Life is sweet. Too sweet, sometimes, according to the Centers for Disease Control and Prevention. Americans are consuming too many added sugars, and the result is health problems such as weight gain, obesity, diabetes and heart disease.
Too much sugar is never good for your health, but it can be particularly detrimental in your senior years. Our nutrition needs, and our ability to absorb nutrients, change as we age. That can be due to natural changes in our body, but also as the result of chronic diseases and conditions, and medications.
In general, seniors need fewer calories as their metabolism changes and their activity level changes. USDA Dietary Guidelines recommend that older adults reduce their consumption of added sugars as a way of helping achieve a healthy dietary pattern.
These guidelines recommend limiting added sugars to 10 percent of total energy. Energy is another word for calories. Yet, a majority of adults aged 60 and older (54 percent of males and 58 percent of females) exceed that limit.
Sugar isn’t just in sweets and treats. According to the USDA, beverages contribute to more than 40 percent of the daily intake of added sugars for adults. This includes not just soda and fruit drinks, but also sweetened coffees and teas. Foods like cereal, canned soup, flavored yogurt, pasta sauces and salad dressings can also be surprisingly high in sugar.
Health benefits of limiting sugar
It’s not always easy to make good food decisions, and cutting down on sugar can take effort. But consider the health benefits.
There is strong evidence showing that higher consumption of added sugar increases the risk of type 2 diabetes for adults. For people with type 2 diabetes, the pancreas can’t keep up with blood sugar levels due to insulin resistance. High blood sugar can lead to serious health problems, including heart disease, vision loss, and kidney disease.
The CDC also encourages managing blood sugar to reduce your risk for cognitive decline. That’s especially true for those with diabetes. The Lancet Commission found that addressing risk factors for cognitive decline may prevent or delay up to 40 percent of dementia cases. If you’re concerned about your blood sugar or your risk of diabetes, you can ask your doctor to run tests to identify whether you are pre-diabetic or diabetic.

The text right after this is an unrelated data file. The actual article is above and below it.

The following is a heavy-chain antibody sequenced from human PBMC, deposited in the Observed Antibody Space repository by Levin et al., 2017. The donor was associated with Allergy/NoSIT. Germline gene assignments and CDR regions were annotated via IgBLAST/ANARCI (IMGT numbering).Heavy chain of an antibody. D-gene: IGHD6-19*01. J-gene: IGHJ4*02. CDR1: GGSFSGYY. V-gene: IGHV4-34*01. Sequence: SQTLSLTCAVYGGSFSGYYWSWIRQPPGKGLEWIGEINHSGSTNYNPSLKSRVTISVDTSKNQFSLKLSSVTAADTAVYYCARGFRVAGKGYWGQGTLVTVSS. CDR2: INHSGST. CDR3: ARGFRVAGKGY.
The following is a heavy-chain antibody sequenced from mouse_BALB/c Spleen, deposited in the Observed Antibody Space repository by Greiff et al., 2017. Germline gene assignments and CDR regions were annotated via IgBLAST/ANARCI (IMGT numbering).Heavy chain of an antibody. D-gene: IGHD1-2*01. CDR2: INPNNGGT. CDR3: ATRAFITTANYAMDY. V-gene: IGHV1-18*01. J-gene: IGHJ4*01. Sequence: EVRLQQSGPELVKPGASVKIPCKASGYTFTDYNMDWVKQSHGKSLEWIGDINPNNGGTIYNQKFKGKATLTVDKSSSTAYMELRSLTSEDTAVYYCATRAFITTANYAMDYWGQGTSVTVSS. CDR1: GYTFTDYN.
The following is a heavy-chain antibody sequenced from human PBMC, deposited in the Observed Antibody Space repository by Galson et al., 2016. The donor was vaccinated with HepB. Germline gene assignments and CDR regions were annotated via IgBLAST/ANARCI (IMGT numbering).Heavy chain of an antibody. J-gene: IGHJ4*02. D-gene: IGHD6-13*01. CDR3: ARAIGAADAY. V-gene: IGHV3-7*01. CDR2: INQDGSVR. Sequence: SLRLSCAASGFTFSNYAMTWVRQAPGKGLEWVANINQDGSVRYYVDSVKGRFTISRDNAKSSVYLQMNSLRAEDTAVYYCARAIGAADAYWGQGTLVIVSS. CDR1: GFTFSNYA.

There is also evidence that blood pressure is associated with sugar consumption in women between the age of 65 and 80. For this group in particular, cutting down on sugar can be part of the solution to lowering blood pressure.
Consuming added sugars can also put you at a higher risk for cavities and poor dental health. According to the World Health Organization, there is strong evidence of a causal relationship between sugar consumption and cavities.
The USDA provides a lengthy list of health benefits for older adults from healthy eating – including limiting added sugars:
- Lower risk of cardiovascular disease
- Lower cholesterol
- Lower blood pressure
- Lower risk of obesity
- Improved weight management
- Lower risk of type 2 diabetes
- Lower risk of certain cancers (breast, colon, and rectum)
- Improved bone health and lower risk of hip fracture
Cutting down on sugar can also make you feel better. Indulging in too much sugar can lead to a sugar crash, where your body rapidly releases insulin to try to regulate your blood sugar. This happens when there is an influx of carbohydrates, including simple sugars like those found in sweet treats. And it can happen to anyone, not just those with diabetes. The result is a sudden drop in energy levels that can be uncomfortable and make you tired, shaky and dizzy. A sugar crash can also make you feel irritable and fatigued and make it difficult to concentrate.
How sugar alternatives can help you stay healthy